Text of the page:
3. You pull a bait and switch. You use the World Bank Ease of Doing Business data to construct your model, but then suggest that the reforms advocated by Paul Ryan would result in the spectacular growth your model predicts if we could improve US EDB to 110. You provide no rationale to justify the implicit claim that the World Bank's measure Ease of Doing Business is in any way improved by implementing the proposals of Paul Ryan.

4. Agree. Nothing is so unprofessional as not including a structural model, specification tests and robustness checks using different proxy variables in your 950-word op-ed in a newspaper.

8. Really nicely done, John. Represents Hoover eel in substance and style.

9. Did you not write: "If America could improve on the best seen in other countries by 10%, a 110 score would generate \$400,000 income per capita, a 650% improvement, or 15% additional growth for 20 years."
And: "And, following the fitted line in the chart, Frontier generates \$163,000 of income per capita"

Delong just undid the logs and got the same numbers. Your op ed was a model without logic. There is not much difference between a #1 ranking in #10, but a major difference between a 50th percentile and a bottom 10%.

10. You are not charting growth. You are comparing income in one year with "ease of doing business" in that one year. A semi-log chart has no business in that comparison. And, it is not at all clear that "ease of doing business" can sensibly be mapped to a meaningful scalar quantity.

Back when I was studying physics (before law school) they always told us to step back from the formulas and ask ourselves if the numbers we were getting made any physical sense. You should have stepped back and asked yourself if the number you were projecting made any economic sense: pretty clearly it does not.

Back when I was studying numerical analysis, they taught us about the dangers of extrapolating with any fitted curve. Extrapolating with a fitted exponential (which is what you are doing) is outside the bounds of any sort of sound or reliable practice.

You may not like Brad Delong's choice of words but ignore the style and on substance I would agree with Brad.

11. Of course business should easy to conduct, as a matter of human and commercial freedom and for practical reasons (like properity).

My only quibble is that I wish the John Cochranes of the world would give full-throated and frequent roar to the idea of abolishing property zoning and decriminalizing push-cart vending.

These are practical changes that could immediately increase real GDP and dramatically widen business opportunities for ordinary people.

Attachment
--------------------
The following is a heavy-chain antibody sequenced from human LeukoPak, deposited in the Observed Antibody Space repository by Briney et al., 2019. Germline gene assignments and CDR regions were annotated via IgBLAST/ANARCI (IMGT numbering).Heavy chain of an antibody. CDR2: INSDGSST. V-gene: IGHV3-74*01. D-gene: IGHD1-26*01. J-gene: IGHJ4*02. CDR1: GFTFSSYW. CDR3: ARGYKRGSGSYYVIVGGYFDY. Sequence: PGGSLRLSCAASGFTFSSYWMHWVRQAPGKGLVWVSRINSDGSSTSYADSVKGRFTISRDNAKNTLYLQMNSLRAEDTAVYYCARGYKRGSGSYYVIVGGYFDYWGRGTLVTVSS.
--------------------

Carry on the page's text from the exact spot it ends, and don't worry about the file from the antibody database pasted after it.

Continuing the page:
1. Benjamin the real magic happens when we improve the flow of investment through financial deregulation. Just think how much more growth we have already thanks to shadow banking.

12. Wow, you've gotten destroyed on this one, and rightly so.

13. What this debate really shows is that you can get a PhD in Economics without having a clue of what's going on in the growth literature.

14. Logarithms and growth go together, of course, but what is plotted here is not growth, but GDP/capita, which has something to do with growth, but is not the same thing. And as you say, this graph is not proof, but illustration. Is it already well-established in the growth literature that GDP/capita has an exponential dependence upon "ease of doing business"? Is this to be found in Hail and Jones?

15. The frontier does seem way out of the data Range, and the log scale makes that fact a lot less visible. One IQR out in logs is 100% out in non log in this case. To state that a better score on EoB would double income per cap in one of the richest countries in the world ... Unlikely? Obviously, not a Country where it would not Help, but i'd expect diminishing returns. Or in stats: check stochastic frontier modelling.

16. This is a perfect example of teaching students how to validate regression models (log linear versus polynomial). Alas none of the bloggers seems to have done it... A leave-one-out or k-fold cross validation should provide a statistical argument for the more "correct" model specification.

17. What did you do to Delong? screw his wife or something? Otherwise, I don't understand this level of vitriol. It's a news article, not an academic study, making a simple non-controversial point. People need to get a grip.

1. It appears that his motives are political. He also mixes in economic justification to strengthen the legitimacy of his position.

That is the reason I believe he attacks the Chicago school, the WSJ and purposefully refers to Mankiw as Harvard.

John, if you are reading this comment. Please check the "favorite links" on the right side of your blog. It is still written "Booth School of Business Best business school, coincidentally my employer". Perhaps you should change it since you don't work in Chicago anymore.

18. What I dislike about the salt water economists is their answer to every problem is bigger and bigger government intervention into the market. As if the market is some sort of puppet that you can pull with a string. That's not real life.

Comments are welcome. Keep it short, polite, and on topic.

Thanks to a few abusers I am now moderating comments. I welcome thoughtful disagreement. I will block comments with insulting or abusive language. I'm also blocking totally inane comments. Try to make some sense. I am much more likely to allow critical comments if you have the honesty and courage to use your real name.